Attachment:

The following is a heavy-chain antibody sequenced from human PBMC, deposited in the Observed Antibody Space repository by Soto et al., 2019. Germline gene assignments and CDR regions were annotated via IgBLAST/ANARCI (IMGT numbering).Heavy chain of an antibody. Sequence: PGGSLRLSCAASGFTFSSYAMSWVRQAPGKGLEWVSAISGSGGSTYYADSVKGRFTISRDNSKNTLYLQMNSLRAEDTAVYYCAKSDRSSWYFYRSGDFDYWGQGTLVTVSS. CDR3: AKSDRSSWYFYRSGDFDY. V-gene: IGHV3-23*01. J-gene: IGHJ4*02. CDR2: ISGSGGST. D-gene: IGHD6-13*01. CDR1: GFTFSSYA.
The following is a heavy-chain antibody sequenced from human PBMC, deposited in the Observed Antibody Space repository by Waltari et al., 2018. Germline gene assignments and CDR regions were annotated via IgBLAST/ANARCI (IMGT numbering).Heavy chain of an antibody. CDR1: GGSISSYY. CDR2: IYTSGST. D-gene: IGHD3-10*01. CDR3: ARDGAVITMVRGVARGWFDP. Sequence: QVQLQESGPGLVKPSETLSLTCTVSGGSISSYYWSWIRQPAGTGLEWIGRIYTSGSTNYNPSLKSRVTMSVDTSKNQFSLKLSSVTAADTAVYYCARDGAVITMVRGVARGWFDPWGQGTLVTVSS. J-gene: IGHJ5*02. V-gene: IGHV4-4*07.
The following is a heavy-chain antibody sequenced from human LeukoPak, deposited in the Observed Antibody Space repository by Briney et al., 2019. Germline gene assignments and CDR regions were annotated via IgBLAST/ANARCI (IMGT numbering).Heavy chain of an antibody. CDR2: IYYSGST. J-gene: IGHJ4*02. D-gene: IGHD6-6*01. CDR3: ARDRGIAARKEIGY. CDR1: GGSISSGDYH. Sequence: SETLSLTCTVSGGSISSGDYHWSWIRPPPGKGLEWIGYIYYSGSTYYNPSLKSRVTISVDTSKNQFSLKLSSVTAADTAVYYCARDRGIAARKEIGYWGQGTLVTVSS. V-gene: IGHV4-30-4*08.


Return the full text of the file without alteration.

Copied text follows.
The following is a heavy-chain antibody sequenced from human PBMC, deposited in the Observed Antibody Space repository by Soto et al., 2019. Germline gene assignments and CDR regions were annotated via IgBLAST/ANARCI (IMGT numbering).Heavy chain of an antibody. Sequence: PGGSLRLSCAASGFTFSSYAMSWVRQAPGKGLEWVSAISGSGGSTYYADSVKGRFTISRDNSKNTLYLQMNSLRAEDTAVYYCAKSDRSSWYFYRSGDFDYWGQGTLVTVSS. CDR3: AKSDRSSWYFYRSGDFDY. V-gene: IGHV3-23*01. J-gene: IGHJ4*02. CDR2: ISGSGGST. D-gene: IGHD6-13*01. CDR1: GFTFSSYA.
The following is a heavy-chain antibody sequenced from human PBMC, deposited in the Observed Antibody Space repository by Waltari et al., 2018. Germline gene assignments and CDR regions were annotated via IgBLAST/ANARCI (IMGT numbering).Heavy chain of an antibody. CDR1: GGSISSYY. CDR2: IYTSGST. D-gene: IGHD3-10*01. CDR3: ARDGAVITMVRGVARGWFDP. Sequence: QVQLQESGPGLVKPSETLSLTCTVSGGSISSYYWSWIRQPAGTGLEWIGRIYTSGSTNYNPSLKSRVTMSVDTSKNQFSLKLSSVTAADTAVYYCARDGAVITMVRGVARGWFDPWGQGTLVTVSS. J-gene: IGHJ5*02. V-gene: IGHV4-4*07.
The following is a heavy-chain antibody sequenced from human LeukoPak, deposited in the Observed Antibody Space repository by Briney et al., 2019. Germline gene assignments and CDR regions were annotated via IgBLAST/ANARCI (IMGT numbering).Heavy chain of an antibody. CDR2: IYYSGST. J-gene: IGHJ4*02. D-gene: IGHD6-6*01. CDR3: ARDRGIAARKEIGY. CDR1: GGSISSGDYH. Sequence: SETLSLTCTVSGGSISSGDYHWSWIRPPPGKGLEWIGYIYYSGSTYYNPSLKSRVTISVDTSKNQFSLKLSSVTAADTAVYYCARDRGIAARKEIGYWGQGTLVTVSS. V-gene: IGHV4-30-4*08.